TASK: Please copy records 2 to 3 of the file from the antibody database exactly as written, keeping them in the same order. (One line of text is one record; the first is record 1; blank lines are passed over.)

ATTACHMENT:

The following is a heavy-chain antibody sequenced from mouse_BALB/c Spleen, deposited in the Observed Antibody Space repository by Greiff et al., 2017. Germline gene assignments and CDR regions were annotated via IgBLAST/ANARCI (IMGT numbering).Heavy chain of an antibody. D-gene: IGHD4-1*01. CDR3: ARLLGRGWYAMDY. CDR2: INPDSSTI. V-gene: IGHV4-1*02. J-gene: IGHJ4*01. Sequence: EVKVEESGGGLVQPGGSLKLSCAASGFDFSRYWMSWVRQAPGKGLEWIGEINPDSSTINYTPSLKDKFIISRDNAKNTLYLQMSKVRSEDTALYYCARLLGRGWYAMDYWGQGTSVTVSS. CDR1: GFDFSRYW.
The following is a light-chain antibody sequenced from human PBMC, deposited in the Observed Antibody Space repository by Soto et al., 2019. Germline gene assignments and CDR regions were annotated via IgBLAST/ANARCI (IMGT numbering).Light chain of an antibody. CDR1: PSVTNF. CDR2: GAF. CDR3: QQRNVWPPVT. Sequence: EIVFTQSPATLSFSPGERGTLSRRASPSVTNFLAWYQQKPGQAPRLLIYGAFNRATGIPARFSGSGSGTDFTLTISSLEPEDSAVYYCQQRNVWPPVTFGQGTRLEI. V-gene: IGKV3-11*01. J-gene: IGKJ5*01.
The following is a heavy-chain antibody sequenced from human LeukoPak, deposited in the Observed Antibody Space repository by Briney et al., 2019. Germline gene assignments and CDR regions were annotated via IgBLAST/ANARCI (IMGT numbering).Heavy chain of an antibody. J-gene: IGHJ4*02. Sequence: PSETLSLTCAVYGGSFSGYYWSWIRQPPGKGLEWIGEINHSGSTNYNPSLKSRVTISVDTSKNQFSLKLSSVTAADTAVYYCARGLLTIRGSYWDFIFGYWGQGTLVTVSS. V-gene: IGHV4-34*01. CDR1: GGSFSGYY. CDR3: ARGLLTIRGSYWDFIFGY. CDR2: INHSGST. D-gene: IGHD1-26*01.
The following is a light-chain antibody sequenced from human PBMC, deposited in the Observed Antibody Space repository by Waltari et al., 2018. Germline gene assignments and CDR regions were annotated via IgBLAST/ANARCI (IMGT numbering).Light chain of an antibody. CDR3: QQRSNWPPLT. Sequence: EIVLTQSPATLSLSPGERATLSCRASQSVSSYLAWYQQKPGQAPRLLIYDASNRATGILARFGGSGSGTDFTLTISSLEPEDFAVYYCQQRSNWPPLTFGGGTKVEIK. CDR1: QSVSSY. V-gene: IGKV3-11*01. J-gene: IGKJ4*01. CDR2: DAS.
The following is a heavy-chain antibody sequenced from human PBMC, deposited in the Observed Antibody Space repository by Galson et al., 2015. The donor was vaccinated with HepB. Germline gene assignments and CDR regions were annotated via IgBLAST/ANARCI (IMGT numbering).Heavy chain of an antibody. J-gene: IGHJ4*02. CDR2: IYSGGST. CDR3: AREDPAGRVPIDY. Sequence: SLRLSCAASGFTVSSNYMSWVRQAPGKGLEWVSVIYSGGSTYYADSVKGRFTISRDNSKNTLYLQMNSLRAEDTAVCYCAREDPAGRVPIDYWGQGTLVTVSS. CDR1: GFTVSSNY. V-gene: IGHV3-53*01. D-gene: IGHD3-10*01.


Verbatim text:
The following is a light-chain antibody sequenced from human PBMC, deposited in the Observed Antibody Space repository by Soto et al., 2019. Germline gene assignments and CDR regions were annotated via IgBLAST/ANARCI (IMGT numbering).Light chain of an antibody. CDR1: PSVTNF. CDR2: GAF. CDR3: QQRNVWPPVT. Sequence: EIVFTQSPATLSFSPGERGTLSRRASPSVTNFLAWYQQKPGQAPRLLIYGAFNRATGIPARFSGSGSGTDFTLTISSLEPEDSAVYYCQQRNVWPPVTFGQGTRLEI. V-gene: IGKV3-11*01. J-gene: IGKJ5*01.
The following is a heavy-chain antibody sequenced from human LeukoPak, deposited in the Observed Antibody Space repository by Briney et al., 2019. Germline gene assignments and CDR regions were annotated via IgBLAST/ANARCI (IMGT numbering).Heavy chain of an antibody. J-gene: IGHJ4*02. Sequence: PSETLSLTCAVYGGSFSGYYWSWIRQPPGKGLEWIGEINHSGSTNYNPSLKSRVTISVDTSKNQFSLKLSSVTAADTAVYYCARGLLTIRGSYWDFIFGYWGQGTLVTVSS. V-gene: IGHV4-34*01. CDR1: GGSFSGYY. CDR3: ARGLLTIRGSYWDFIFGY. CDR2: INHSGST. D-gene: IGHD1-26*01.